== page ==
Electric self-driving cars will save many lives and significantly accelerate the world’s transition to sustainable energy, but only they’re deployed in large numbers. So, naturally, our singular focus at autosuggest is to rapidly deploy self-driving cars at scale. Then we’ll drive down their cost and improve their capabilities, so we will deploy at a good larger scale.
While https://autosuggest.co.uk/ show the foremost advanced self-driving software ever demonstrated, the foremost critical requirement for deployment at scale is really the power to manufacture the cars that run that software. So, today, we’re unveiling the world’s first mass-producible car designed to work without a driver. This isn’t just an idea design — it’s airbags, crumple zones, and cozy seats. It’s assembled during a high-volume factory capable of manufacturing 100,000’s vehicles per annum.
The car we’re unveiling today is really the 3rd generation self-driving car, but it’s the primary that meets the redundancy and safety requirements we believe are necessary to work without a driver. There’s no other car like this alive. For now, there’ll still be a person’s behind the wheel.
In the near future, you’ll see these cars on the road, and they’ll appear as if regular cars, but they’re actually a number of the foremost technically advanced robots on the earth. They don’t need drivers, and there won’t be anyone inside in the least. They’ve been designed to emulate human driving behavior but with the human mistakes omitted. They don’t drink and drive, they don’t text while driving, and that they don’t get tired. it’s taken the collective effort of over two thousand people to make this product, and that we believe that together we’ve managed to make something that will at some point drive significantly better than a person.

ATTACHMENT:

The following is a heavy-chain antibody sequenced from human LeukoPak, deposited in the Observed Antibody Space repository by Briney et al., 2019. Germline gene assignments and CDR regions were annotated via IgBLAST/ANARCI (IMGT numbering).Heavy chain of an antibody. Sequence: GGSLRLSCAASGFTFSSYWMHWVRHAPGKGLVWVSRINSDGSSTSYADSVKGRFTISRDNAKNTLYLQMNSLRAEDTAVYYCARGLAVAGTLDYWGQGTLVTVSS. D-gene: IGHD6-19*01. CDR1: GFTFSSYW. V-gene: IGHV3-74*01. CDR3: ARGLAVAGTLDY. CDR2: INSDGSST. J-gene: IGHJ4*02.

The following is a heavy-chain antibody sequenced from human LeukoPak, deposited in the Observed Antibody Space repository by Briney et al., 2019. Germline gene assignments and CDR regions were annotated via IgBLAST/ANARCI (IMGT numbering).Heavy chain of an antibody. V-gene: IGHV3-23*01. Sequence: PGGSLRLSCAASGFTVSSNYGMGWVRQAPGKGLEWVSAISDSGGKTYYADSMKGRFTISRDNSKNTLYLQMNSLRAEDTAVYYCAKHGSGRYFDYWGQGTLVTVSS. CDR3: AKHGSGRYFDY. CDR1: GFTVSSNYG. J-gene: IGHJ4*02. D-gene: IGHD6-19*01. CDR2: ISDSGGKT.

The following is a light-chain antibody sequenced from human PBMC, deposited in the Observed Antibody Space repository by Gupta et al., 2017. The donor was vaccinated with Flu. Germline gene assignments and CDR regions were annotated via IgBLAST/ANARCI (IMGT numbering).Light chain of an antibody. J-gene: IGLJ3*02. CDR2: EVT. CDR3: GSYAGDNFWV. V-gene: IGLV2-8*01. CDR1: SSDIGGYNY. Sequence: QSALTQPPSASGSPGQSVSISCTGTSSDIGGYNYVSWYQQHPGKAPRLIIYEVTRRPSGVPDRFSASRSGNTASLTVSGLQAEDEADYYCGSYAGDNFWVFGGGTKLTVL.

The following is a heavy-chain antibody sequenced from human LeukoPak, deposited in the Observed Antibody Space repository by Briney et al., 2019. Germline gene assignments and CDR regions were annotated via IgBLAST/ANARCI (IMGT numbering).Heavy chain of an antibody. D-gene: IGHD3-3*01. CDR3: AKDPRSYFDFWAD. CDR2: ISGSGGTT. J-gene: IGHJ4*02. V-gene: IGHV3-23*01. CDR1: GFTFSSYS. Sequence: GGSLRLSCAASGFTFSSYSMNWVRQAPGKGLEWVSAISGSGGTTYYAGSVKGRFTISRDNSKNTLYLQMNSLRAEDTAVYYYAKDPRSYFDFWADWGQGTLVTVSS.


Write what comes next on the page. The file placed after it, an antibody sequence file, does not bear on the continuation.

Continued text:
These robots didn’t appear overnight. You’d know that discovering new things along the way so would take an iterative approach to development and built several generations of vehicles. We’ve already put many thousands of complex urban miles on these vehicles, and exposure to the various challenging situations we’ve encountered along the way has rapidly improved our software.
Hardware, however, maybe a different beast. No production car has been designed to work with no help from a person. It’s an enormous jump to travel from some assistance to none in the least, maybe even 100 xs as difficult. The amount of critical systems that have got to be heavily modified, duplicated for redundancy, or newly designed means retrofitting an existing vehicle is out of the question. That new car was our 2nd generation test vehicle. it had been designed by equivalent engineers who design regular cars, so it went through an equivalent rigorous testing process as most production vehicles. Most significantly, it had been designed to be built on one among GM’s high-volume assembly lines in order that we could find out how to create at scale. We started rebuilding the systems using automotive grade components and automotive suppliers when possible and began modifying and replacing code on the handfuls of systems and controllers inside the vehicle in order that they cleanly interfaced with the self-driving technology. We even built some sensors and controllers from scratch because nobody else was building them. These 2nd generation cars have all the key elements for autonomous driving, but they don’t contain the redundancy and safety systems we believe are necessary for fully driverless operation.